World's Richest Man (00:59)
In the 1950s, Texas oil mogul H.L. Hunt was one of the lucky "wildcatters" who struck it rich. Wildcatters transformed the desert into cities and turned America into a superpower.
New Cowboy Breed (02:45)
By 1901, Eastern establishment replaced Westward Expansion; industrialists like Andrew Carnegie and John D. Rockefeller created an oil demand. Drilling prospectors called themselves wildcatters. Most were gamblers who risked financial ruin.
Petroleum King (01:44)
In 1901, the world's first automobile show was powered by gasoline. Learn about Rockefeller's Standard Oil Trust, conservative financial attitude, and Sunday school teachings.
Patillo Higgins (02:19)
Higgins, a Sunday School teacher, believed oil lay beneath Beaumont, Texas. He recruited Captain Anthony Lucas to drill through salt deposits at Spindletop Hill.
Spindletop Hill (02:05)
Lucas borrowed money from wildcatters James Guffey and John Galey for stronger drilling equipment. In January 1901, he and Higgins struck oil that created a 100 foot geyser.
Black Gold Rush (01:15)
It took nine days to control the Spindletop Hill gusher. Higgins and Lucas' discovery attracted nearly 100,000 wildcatters to Beaumont.
Wildcatter Process (03:20)
Prospectors had to decide where to drill, obtain a lease from the landowner, and recruit investors to finance operations. Competition and corruption were fierce. Higgins learned that Lucas' deal with Guffey and Galey excluded him from profits; he sued and settled out of court.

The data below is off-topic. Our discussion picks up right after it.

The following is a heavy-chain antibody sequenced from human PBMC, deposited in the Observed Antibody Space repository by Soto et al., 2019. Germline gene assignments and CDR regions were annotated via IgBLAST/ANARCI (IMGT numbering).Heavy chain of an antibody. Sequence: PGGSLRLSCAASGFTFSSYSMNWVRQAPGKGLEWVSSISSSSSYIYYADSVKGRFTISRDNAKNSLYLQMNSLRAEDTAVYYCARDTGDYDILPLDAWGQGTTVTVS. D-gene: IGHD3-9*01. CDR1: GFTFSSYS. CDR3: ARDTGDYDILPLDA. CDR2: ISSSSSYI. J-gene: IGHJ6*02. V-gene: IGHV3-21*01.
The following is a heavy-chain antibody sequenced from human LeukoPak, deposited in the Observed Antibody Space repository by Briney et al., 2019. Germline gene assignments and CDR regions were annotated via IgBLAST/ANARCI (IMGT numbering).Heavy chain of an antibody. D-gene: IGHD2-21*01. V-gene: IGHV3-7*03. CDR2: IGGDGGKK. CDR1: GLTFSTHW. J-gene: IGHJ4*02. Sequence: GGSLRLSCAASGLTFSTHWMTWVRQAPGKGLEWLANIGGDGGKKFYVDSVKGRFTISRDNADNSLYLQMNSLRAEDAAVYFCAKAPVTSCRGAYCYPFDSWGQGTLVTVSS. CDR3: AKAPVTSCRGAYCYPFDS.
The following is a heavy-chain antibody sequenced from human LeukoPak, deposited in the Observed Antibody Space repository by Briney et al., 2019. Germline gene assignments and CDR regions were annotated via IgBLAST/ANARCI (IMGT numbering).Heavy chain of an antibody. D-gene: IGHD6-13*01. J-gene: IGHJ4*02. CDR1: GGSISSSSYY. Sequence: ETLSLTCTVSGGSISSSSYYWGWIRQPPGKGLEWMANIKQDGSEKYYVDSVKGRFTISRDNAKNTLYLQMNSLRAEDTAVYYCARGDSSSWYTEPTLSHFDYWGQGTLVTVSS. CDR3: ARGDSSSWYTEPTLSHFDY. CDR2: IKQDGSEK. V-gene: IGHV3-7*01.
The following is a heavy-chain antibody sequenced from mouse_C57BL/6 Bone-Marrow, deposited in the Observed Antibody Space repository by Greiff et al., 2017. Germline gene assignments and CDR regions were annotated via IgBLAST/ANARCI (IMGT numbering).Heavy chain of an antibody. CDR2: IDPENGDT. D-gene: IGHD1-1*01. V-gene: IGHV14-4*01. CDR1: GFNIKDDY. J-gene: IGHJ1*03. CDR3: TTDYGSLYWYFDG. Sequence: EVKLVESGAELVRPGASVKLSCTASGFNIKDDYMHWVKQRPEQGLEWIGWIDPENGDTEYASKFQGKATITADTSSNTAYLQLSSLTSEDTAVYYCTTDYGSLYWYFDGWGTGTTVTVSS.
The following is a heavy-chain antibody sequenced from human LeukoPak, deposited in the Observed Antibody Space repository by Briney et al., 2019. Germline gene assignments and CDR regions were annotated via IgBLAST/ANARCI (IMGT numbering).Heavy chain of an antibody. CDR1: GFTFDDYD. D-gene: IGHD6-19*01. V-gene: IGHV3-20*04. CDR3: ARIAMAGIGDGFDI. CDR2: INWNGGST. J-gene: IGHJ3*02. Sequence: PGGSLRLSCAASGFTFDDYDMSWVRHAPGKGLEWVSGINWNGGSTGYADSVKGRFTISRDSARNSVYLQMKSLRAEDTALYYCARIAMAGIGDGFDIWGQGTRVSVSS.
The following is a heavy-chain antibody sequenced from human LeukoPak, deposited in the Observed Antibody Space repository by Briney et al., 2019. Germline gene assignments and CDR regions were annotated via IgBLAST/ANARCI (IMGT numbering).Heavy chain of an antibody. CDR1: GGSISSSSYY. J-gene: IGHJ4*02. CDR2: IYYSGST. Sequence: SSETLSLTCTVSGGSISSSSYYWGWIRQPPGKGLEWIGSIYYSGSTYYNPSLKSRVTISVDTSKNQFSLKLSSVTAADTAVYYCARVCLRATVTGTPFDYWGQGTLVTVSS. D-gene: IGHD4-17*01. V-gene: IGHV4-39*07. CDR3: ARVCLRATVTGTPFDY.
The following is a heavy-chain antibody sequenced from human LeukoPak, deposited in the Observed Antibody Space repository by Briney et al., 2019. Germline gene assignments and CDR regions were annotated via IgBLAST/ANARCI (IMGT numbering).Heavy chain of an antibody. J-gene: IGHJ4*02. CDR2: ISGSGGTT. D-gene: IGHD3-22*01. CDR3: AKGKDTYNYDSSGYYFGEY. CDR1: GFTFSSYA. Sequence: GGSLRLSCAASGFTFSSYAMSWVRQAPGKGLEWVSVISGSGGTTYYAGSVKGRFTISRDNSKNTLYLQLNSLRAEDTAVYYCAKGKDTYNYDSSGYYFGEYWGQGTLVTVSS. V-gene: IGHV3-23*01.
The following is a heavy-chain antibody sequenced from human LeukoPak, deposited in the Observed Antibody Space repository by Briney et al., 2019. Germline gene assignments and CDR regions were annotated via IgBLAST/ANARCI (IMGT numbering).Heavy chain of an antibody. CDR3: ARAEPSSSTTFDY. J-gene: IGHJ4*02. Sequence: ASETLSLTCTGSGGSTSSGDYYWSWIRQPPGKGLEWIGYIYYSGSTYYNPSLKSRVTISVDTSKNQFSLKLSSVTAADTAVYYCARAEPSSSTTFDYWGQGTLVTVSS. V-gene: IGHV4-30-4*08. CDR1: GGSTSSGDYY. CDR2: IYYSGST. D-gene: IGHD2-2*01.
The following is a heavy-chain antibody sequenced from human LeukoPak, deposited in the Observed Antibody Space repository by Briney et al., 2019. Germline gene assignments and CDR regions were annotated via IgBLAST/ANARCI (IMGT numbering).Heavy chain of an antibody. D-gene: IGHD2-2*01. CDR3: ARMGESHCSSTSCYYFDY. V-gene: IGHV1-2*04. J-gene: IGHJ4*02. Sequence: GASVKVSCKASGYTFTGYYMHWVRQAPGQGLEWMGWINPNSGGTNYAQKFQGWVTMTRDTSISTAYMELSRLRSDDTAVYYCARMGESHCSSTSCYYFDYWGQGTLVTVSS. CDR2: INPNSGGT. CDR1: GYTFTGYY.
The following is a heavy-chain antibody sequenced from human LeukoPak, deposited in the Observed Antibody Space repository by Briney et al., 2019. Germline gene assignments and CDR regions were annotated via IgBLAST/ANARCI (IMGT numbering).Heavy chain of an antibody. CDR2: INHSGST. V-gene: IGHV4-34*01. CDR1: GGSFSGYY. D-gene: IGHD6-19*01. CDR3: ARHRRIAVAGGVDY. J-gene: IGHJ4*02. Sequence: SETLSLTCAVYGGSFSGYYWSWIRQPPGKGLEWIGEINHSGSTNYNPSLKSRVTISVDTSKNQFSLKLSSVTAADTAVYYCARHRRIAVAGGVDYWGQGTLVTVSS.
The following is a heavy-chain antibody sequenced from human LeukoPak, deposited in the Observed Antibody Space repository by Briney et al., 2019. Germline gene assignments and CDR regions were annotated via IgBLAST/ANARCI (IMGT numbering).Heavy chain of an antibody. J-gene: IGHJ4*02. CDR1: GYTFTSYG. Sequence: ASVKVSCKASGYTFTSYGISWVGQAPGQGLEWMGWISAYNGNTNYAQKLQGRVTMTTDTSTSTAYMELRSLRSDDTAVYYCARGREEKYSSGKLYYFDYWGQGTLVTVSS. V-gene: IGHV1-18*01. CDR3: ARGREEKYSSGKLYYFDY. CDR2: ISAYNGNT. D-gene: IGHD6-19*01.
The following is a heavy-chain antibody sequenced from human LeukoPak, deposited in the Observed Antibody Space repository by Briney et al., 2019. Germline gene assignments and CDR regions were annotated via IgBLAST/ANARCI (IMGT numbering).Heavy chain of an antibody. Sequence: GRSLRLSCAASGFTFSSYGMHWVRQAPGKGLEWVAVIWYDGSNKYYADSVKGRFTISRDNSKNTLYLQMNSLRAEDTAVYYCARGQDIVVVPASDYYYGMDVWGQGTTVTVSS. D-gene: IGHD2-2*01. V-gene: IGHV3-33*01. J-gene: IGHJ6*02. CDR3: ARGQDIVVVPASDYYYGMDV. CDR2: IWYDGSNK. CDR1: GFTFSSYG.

Columbus Marion Joiner (04:01)
Joiner was contemplating suicide when he had a dream of finding oil in Rusk County. He convinced farm widow Daisy Bradford to lease her land, and used a fabricated geology report to recruit investors.
Daisy Bradford 3 (01:43)
Joiner sold false shares to raise drilling money. In August 1927, he began drilling. After two dry holes, his derrick broke and he was forced to drill on the spot—finding oil.
Haroldson Lafayette Hunt (02:46)
The Joiner Well attracted oil tourists, including an Arkansas wildcatter and poker player who sensed Joiner had problems.
Joiner Well Gusher (02:45)
In October 1930, crowds gathered on Daisy Bradford's farm. Martha Watkins Harris recalls standing on the platform before the oil stream. The resulting fame exposed A.D. Lloyd as a marriage con man.
Solution to Legal Problems (03:23)
Joiner faced 150 lawsuits from investors he swindled. Hunt suspected the Daisy Bradford 3 was on the edge of a larger oil reserve. A drill team secretly confirmed his theory; he negotiated to buy Joiner's lease and take on his lawsuits.
Black Giant (03:11)
Hundreds of investors bought land around the East Texas Oil Field, including Hunt. Kilgore had 24 derricks operating simultaneously. The boom brought unsavory characters and opportunists.
Managing the Petroleum Industry (02:31)
Lack of regulation led to overproduction. The state government called on the Texas Railroad Commission to oversee pro-rationing—determining global oil prices. Locals desperate for money ran bootleg petroleum productions.
Fueling World War II (02:20)
The East Texas Oil Field provided much of the oil needed to run Allied airplanes. Hunt became the richest man in the world and helped determine the war outcome. President Roosevelt thanked him personally.
Final Oil Frontier (01:59)
Demand for oil increased with the postwar automobile industry. Returning G.I. Michel T. Halbouty became a wildcatter. By the 1950s, most potential fields were tapped; he went to Alaska and discovered a new field.
21st Century Drilling (04:52)
Computer technology, geophysics and scientific methods rendered wildcatters obsolete. Halbouty continues searching for oil the old-fashioned way. Due to environmental contamination, clean water is valuable in East Texas.
Credits: Wildcatters (00:50)
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